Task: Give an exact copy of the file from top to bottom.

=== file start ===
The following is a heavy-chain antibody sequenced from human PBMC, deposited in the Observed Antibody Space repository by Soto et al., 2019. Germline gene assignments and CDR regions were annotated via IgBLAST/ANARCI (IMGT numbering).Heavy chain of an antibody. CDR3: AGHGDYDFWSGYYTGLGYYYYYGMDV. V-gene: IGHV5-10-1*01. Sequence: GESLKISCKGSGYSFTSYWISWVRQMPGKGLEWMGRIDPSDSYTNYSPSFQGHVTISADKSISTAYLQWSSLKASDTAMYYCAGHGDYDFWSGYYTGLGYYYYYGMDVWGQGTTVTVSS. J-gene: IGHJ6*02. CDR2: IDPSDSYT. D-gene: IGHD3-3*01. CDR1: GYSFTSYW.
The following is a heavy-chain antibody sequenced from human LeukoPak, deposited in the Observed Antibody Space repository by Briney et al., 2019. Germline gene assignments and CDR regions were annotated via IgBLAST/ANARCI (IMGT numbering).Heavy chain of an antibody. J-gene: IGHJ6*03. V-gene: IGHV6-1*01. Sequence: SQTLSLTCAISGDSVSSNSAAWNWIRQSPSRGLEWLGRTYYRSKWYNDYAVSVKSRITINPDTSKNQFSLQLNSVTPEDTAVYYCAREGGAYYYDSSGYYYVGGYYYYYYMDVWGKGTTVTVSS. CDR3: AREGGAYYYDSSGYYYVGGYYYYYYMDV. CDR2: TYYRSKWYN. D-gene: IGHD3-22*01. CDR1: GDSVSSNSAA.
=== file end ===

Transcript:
The following is a heavy-chain antibody sequenced from human PBMC, deposited in the Observed Antibody Space repository by Soto et al., 2019. Germline gene assignments and CDR regions were annotated via IgBLAST/ANARCI (IMGT numbering).Heavy chain of an antibody. CDR3: AGHGDYDFWSGYYTGLGYYYYYGMDV. V-gene: IGHV5-10-1*01. Sequence: GESLKISCKGSGYSFTSYWISWVRQMPGKGLEWMGRIDPSDSYTNYSPSFQGHVTISADKSISTAYLQWSSLKASDTAMYYCAGHGDYDFWSGYYTGLGYYYYYGMDVWGQGTTVTVSS. J-gene: IGHJ6*02. CDR2: IDPSDSYT. D-gene: IGHD3-3*01. CDR1: GYSFTSYW.
The following is a heavy-chain antibody sequenced from human LeukoPak, deposited in the Observed Antibody Space repository by Briney et al., 2019. Germline gene assignments and CDR regions were annotated via IgBLAST/ANARCI (IMGT numbering).Heavy chain of an antibody. J-gene: IGHJ6*03. V-gene: IGHV6-1*01. Sequence: SQTLSLTCAISGDSVSSNSAAWNWIRQSPSRGLEWLGRTYYRSKWYNDYAVSVKSRITINPDTSKNQFSLQLNSVTPEDTAVYYCAREGGAYYYDSSGYYYVGGYYYYYYMDVWGKGTTVTVSS. CDR3: AREGGAYYYDSSGYYYVGGYYYYYYMDV. CDR2: TYYRSKWYN. D-gene: IGHD3-22*01. CDR1: GDSVSSNSAA.